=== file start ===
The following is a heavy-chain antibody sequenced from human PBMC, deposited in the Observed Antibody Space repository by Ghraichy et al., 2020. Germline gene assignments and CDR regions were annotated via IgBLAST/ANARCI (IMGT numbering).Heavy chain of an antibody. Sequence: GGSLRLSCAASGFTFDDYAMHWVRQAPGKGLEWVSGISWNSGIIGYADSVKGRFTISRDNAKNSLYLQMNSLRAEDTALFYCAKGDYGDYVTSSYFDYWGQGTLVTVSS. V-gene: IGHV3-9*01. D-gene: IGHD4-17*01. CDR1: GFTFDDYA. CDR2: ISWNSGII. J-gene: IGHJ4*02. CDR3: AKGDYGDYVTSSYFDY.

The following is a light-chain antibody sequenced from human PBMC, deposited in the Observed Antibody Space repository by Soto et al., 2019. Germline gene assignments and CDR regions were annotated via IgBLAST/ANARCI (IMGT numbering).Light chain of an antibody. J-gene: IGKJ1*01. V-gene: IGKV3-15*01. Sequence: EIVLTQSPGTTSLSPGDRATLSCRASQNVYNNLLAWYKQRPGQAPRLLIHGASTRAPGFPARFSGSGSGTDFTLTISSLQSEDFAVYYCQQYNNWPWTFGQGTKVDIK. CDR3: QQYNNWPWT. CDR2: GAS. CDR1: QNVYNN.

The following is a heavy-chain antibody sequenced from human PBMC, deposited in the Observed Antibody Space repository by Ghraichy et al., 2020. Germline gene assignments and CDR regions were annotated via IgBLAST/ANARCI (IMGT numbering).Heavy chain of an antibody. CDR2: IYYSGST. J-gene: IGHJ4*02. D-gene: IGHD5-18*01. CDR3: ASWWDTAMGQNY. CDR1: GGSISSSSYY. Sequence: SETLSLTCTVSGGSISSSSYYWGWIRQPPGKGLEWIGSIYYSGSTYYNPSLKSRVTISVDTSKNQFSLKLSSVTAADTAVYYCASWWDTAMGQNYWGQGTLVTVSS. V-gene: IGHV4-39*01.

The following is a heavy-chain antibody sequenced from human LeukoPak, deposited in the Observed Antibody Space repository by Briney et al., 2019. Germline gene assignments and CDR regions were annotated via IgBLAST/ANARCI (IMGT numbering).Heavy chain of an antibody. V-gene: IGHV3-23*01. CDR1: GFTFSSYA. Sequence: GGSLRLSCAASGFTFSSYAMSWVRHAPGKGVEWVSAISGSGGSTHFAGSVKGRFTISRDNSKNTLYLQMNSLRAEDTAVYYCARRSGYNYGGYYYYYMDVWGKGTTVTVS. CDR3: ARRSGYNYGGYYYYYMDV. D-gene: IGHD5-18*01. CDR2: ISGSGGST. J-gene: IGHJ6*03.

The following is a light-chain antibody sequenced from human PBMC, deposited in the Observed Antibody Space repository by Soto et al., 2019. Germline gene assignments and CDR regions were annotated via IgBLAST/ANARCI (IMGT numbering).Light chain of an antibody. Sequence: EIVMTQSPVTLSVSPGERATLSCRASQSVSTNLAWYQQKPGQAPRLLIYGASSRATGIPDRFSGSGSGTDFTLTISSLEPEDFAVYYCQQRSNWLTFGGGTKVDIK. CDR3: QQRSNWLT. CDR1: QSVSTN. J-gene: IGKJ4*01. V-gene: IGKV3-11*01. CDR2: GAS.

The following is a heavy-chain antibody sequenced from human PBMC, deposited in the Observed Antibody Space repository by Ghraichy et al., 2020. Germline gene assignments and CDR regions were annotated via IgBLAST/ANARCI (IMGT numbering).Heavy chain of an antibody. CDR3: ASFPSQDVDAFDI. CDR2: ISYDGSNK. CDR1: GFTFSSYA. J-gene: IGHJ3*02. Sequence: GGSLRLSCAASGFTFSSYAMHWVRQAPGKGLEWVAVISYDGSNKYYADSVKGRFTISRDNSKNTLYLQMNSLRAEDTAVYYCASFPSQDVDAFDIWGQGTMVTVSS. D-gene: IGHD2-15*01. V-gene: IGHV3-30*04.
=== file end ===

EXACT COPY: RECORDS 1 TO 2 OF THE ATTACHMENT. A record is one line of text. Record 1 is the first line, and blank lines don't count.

The following is a heavy-chain antibody sequenced from human PBMC, deposited in the Observed Antibody Space repository by Ghraichy et al., 2020. Germline gene assignments and CDR regions were annotated via IgBLAST/ANARCI (IMGT numbering).Heavy chain of an antibody. Sequence: GGSLRLSCAASGFTFDDYAMHWVRQAPGKGLEWVSGISWNSGIIGYADSVKGRFTISRDNAKNSLYLQMNSLRAEDTALFYCAKGDYGDYVTSSYFDYWGQGTLVTVSS. V-gene: IGHV3-9*01. D-gene: IGHD4-17*01. CDR1: GFTFDDYA. CDR2: ISWNSGII. J-gene: IGHJ4*02. CDR3: AKGDYGDYVTSSYFDY.

The following is a light-chain antibody sequenced from human PBMC, deposited in the Observed Antibody Space repository by Soto et al., 2019. Germline gene assignments and CDR regions were annotated via IgBLAST/ANARCI (IMGT numbering).Light chain of an antibody. J-gene: IGKJ1*01. V-gene: IGKV3-15*01. Sequence: EIVLTQSPGTTSLSPGDRATLSCRASQNVYNNLLAWYKQRPGQAPRLLIHGASTRAPGFPARFSGSGSGTDFTLTISSLQSEDFAVYYCQQYNNWPWTFGQGTKVDIK. CDR3: QQYNNWPWT. CDR2: GAS. CDR1: QNVYNN.